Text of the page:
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The Living Dead Museum.
Undead stars: The zombie from "Zombie," Michael Jackson from "Thriller," and Bub from "Day of the Dead."

The Living Dead Museum

Field review by the editors.

Monroeville, Pennsylvania

Monroeville Mall is the setting of the 1978 film Dawn of the Dead. For many horror fans it's an icon -- the zombie Roswell -- and its status as a destination only increased when its Living Dead Museum re-opened after an eight-year absence.

The Living Dead Museum.
Bill Hinzman: the first of Romero's many shambling ghouls.

The museum, brainchild of civic booster and film fan Kevin Kriess, began in 2008 as a small shrine in Kevin's Monroeville Mall toy store. Kevin wanted to pay tribute to Pittsburgh director George Romero, whose films transformed the Mall -- and nearby Evans City -- into the birthplace of the modern-day flesh-eating zombie. Over time the store grew smaller until it disappeared, and the shrine grew larger until it became a museum. Kevin moved it to Evans City in 2013, which proved to be too far off of the beaten path, and the Mall welcomed the museum back in July 2021.

Kevin told us that the museum, greatly expanded in scope, is now too big for him to think of moving it any more. And it has a prime spot on George Romero Court overlooking the Mall's George Romero bust -- two tributes created with Kevin's enthusiastic support (George, who died in 2017, has thus far not returned as a zombie).

The Living Dead Museum.
"Stay scared!" George Romero's bloody handprints on the Maul of Fame.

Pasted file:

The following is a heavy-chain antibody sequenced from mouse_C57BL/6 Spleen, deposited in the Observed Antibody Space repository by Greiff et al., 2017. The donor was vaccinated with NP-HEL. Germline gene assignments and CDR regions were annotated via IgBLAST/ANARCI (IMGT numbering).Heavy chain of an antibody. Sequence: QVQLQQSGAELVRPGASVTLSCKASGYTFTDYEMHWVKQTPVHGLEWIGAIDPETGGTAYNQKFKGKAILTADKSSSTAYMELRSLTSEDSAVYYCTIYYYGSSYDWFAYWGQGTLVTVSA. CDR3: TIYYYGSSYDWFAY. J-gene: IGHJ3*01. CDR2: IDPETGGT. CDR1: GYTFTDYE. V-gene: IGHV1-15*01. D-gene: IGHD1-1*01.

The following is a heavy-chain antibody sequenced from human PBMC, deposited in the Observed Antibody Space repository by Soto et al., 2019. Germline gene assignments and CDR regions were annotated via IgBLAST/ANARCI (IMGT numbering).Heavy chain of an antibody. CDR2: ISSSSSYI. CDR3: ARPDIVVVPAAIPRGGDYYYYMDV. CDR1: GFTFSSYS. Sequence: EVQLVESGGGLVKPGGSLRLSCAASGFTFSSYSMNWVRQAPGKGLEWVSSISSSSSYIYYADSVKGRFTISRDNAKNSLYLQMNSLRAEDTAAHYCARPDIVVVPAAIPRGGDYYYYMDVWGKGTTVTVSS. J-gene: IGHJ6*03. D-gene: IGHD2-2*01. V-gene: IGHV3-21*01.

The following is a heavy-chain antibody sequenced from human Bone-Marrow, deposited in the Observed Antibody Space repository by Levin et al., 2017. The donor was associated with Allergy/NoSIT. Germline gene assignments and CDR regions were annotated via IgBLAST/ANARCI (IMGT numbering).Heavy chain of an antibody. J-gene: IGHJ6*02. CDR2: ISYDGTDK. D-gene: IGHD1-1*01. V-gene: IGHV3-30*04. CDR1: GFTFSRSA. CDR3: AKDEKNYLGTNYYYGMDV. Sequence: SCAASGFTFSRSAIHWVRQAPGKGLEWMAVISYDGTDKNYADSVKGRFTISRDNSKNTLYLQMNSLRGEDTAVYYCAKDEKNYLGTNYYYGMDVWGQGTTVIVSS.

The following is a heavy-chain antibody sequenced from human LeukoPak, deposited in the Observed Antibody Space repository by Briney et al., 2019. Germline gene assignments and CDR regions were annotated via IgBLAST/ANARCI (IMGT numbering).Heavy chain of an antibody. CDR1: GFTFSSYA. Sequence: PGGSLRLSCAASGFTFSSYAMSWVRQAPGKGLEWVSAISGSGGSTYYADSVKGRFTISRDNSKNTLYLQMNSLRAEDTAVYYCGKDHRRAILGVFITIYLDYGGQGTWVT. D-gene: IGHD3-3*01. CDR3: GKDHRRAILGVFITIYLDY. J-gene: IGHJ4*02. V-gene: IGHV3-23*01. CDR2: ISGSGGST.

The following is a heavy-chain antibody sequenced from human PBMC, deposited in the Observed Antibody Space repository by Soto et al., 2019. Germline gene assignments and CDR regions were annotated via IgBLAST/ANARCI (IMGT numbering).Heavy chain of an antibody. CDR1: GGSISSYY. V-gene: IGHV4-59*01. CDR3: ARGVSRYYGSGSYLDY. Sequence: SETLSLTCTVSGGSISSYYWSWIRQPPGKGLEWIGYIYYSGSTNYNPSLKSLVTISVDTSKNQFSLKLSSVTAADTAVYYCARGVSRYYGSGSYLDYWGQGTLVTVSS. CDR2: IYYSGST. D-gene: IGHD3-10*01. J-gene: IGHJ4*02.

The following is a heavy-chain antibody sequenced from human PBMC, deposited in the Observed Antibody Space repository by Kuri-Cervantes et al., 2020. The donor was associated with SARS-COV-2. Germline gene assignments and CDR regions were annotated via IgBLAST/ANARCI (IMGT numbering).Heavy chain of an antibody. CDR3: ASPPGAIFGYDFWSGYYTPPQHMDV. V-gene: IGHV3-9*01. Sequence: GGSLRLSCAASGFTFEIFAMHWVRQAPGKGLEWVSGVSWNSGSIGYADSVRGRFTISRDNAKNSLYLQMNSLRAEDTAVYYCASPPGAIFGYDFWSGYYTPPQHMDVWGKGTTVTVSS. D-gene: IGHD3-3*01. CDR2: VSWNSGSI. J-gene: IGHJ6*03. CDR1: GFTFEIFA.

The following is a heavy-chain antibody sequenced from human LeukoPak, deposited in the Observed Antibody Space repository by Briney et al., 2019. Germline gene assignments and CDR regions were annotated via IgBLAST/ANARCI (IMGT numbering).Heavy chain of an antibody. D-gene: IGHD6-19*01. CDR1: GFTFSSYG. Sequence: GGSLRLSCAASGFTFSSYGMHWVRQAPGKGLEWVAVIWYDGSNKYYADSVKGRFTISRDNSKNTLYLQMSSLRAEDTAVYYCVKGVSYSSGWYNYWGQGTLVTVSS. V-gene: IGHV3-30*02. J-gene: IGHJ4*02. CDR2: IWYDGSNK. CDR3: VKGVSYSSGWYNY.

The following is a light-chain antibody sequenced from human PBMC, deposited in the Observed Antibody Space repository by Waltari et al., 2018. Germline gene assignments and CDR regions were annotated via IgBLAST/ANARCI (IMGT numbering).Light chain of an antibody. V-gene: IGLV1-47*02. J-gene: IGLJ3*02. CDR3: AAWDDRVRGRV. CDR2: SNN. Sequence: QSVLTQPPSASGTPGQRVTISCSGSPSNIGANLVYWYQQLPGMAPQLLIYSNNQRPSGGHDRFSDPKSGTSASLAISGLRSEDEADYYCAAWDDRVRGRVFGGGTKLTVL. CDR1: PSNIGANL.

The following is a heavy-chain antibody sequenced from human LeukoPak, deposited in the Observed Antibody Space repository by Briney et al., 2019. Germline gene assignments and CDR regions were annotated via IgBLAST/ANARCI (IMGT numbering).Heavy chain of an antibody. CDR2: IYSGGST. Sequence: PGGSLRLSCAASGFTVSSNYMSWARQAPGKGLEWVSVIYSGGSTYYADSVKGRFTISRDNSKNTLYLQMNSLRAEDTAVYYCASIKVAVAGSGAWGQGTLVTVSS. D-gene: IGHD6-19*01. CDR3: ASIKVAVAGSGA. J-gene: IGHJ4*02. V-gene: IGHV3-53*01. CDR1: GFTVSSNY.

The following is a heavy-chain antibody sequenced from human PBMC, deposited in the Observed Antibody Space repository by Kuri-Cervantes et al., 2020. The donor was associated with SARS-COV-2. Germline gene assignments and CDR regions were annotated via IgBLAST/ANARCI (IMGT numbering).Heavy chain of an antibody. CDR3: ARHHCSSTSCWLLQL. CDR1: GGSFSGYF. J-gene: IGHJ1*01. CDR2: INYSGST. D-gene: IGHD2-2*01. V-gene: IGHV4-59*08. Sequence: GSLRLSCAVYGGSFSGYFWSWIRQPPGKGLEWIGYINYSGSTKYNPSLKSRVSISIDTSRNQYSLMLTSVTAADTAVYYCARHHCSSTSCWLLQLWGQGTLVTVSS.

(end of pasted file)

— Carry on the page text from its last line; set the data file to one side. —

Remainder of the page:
With a drop ceiling, fluorescent lighting, and large text panels, the museum is not what you'd expect for a place mostly devoted to cannibal ghouls who gruesomely murder the living. "It's not supposed to scare you," said Kevin. "It's a movie history museum, not a haunted attraction." There are multiple rooms, each with a different theme, as well as display alcoves and a hallway gallery. Kevin described its concept -- George Romero films, the Mall, the undead -- as "things that somehow connect in my mind."

The Living Dead Museum.
The actual "Dawn of the Dead" elevator is a museum highlight.

Visitors are greeted by the museum's well-traveled "Maul of Fame," a wall where notable figures from Romero films leave their handprints, dipped in blood-red paint, next to their autographs. George is here -- he imprinted on October 7, 2010 -- as well as supporting characters such as "1st Dead Ghoul" and "Gray Suit Zombie." George Kosana, who played the sheriff in Night of the Living Dead, signed with his best-remembered line from that film: "They're dead! They're all messed up!"

The Night of the Living Dead room features a custom dummy of Bill Hinzman, who played the first of what would eventually become thousands of murderous zombies in George Romero movies. A radio plays a broadcast heard in the film that introduced a key piece of zombie lore: "Survival Command Center at the Pentagon has disclosed that a ghoul can be killed by a shot in the head." Informational placards reveal that the 1968 black-and-white film's "blood" was actually chocolate syrup, that its original title was Night of the Flesh Eaters, and that nowhere in the film are its shambling corpses referred to as "zombies."

The Living Dead Museum.
Zombie-killing chainsaw from "Evil Dead 2."